Not your typical Dutch politieroman (police novel) which, as a rule as, place storytelling ahead of the plot, but Dieudonné went all out in his third novel with no less than three impossible disappearances and reappearances! A body vanishes from a burning building under lock-and-key and a mysterious motorcyclist is performing death defying stunts with the police close on his wheels. But miraculously vanishes every time they think they've trapped, or cornered, him. Such as disappearing from a sealed tunnel and rematerialization behind the police cordon. I want to read more of this in my own language! 


Murder on the Tropic (1935) by Todd Downing 

A blisteringly written, leisurely plotted regional mystery which takes place at a remote, isolated hacienda tucked away in a mountain pocket on the Tropic of Cancer – where people mysteriously fall ill or die. Only drawback is that seasoned mystery readers will have no problem in figuring out who's behind the murders. Nevertheless, it's a great summer read!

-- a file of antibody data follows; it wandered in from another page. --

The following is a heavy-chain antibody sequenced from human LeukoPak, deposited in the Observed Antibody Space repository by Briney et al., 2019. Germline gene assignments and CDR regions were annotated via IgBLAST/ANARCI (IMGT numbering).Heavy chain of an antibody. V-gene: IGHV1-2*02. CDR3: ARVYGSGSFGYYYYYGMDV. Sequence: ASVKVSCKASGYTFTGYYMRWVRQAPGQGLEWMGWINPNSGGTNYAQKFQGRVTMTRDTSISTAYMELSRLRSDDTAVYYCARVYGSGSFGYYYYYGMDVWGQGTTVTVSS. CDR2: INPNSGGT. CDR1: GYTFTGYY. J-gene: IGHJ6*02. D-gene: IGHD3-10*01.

The Last Trumpet (1937) by Todd Downing 

This was Downing's redemption arc! Downing had repelled me with the disgustingly overpraised The Cat Screams (1934), but The Last Trumpet is a triumph of the regional mystery novel with a hectic plot that turned to be pretty solid in the end. 


The Padded Door (1932) by Brian Flynn 

Flynn's brilliant and staggering contribution to the classic courtroom drama with the murder, arrest, trial and verdict serving as a long prologue to the second half, but how the first and second were tied together proved Flynn was a master of his craft – punctuated with one of the most audacious solutions of the period. A solution that almost beggars belief! 


The Edge of Terror (1932) by Brian Flynn